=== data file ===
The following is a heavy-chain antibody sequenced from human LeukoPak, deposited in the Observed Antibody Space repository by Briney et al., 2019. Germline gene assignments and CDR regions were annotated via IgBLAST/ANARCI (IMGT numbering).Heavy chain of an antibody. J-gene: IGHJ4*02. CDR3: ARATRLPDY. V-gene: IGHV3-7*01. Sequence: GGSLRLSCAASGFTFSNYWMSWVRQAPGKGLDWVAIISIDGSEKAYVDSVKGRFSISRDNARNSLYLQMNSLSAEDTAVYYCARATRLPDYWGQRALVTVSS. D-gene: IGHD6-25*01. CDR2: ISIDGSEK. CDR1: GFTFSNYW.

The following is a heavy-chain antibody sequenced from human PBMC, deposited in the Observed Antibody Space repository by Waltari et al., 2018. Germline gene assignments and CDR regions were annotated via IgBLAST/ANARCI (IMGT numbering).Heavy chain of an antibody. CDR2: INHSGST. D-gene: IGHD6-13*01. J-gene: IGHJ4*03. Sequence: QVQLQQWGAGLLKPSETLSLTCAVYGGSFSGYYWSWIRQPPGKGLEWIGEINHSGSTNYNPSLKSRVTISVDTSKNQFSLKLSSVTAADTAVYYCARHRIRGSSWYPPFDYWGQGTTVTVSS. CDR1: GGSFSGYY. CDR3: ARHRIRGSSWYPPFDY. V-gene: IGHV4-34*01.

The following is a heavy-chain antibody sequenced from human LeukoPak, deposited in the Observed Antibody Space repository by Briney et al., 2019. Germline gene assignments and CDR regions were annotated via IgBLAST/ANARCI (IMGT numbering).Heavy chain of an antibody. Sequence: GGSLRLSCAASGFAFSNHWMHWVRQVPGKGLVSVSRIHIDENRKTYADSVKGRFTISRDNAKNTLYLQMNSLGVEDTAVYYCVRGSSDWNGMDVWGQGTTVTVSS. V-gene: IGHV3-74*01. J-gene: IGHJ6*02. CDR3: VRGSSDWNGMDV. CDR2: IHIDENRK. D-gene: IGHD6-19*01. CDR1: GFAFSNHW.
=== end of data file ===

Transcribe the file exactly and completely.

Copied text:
The following is a heavy-chain antibody sequenced from human LeukoPak, deposited in the Observed Antibody Space repository by Briney et al., 2019. Germline gene assignments and CDR regions were annotated via IgBLAST/ANARCI (IMGT numbering).Heavy chain of an antibody. J-gene: IGHJ4*02. CDR3: ARATRLPDY. V-gene: IGHV3-7*01. Sequence: GGSLRLSCAASGFTFSNYWMSWVRQAPGKGLDWVAIISIDGSEKAYVDSVKGRFSISRDNARNSLYLQMNSLSAEDTAVYYCARATRLPDYWGQRALVTVSS. D-gene: IGHD6-25*01. CDR2: ISIDGSEK. CDR1: GFTFSNYW.

The following is a heavy-chain antibody sequenced from human PBMC, deposited in the Observed Antibody Space repository by Waltari et al., 2018. Germline gene assignments and CDR regions were annotated via IgBLAST/ANARCI (IMGT numbering).Heavy chain of an antibody. CDR2: INHSGST. D-gene: IGHD6-13*01. J-gene: IGHJ4*03. Sequence: QVQLQQWGAGLLKPSETLSLTCAVYGGSFSGYYWSWIRQPPGKGLEWIGEINHSGSTNYNPSLKSRVTISVDTSKNQFSLKLSSVTAADTAVYYCARHRIRGSSWYPPFDYWGQGTTVTVSS. CDR1: GGSFSGYY. CDR3: ARHRIRGSSWYPPFDY. V-gene: IGHV4-34*01.

The following is a heavy-chain antibody sequenced from human LeukoPak, deposited in the Observed Antibody Space repository by Briney et al., 2019. Germline gene assignments and CDR regions were annotated via IgBLAST/ANARCI (IMGT numbering).Heavy chain of an antibody. Sequence: GGSLRLSCAASGFAFSNHWMHWVRQVPGKGLVSVSRIHIDENRKTYADSVKGRFTISRDNAKNTLYLQMNSLGVEDTAVYYCVRGSSDWNGMDVWGQGTTVTVSS. V-gene: IGHV3-74*01. J-gene: IGHJ6*02. CDR3: VRGSSDWNGMDV. CDR2: IHIDENRK. D-gene: IGHD6-19*01. CDR1: GFAFSNHW.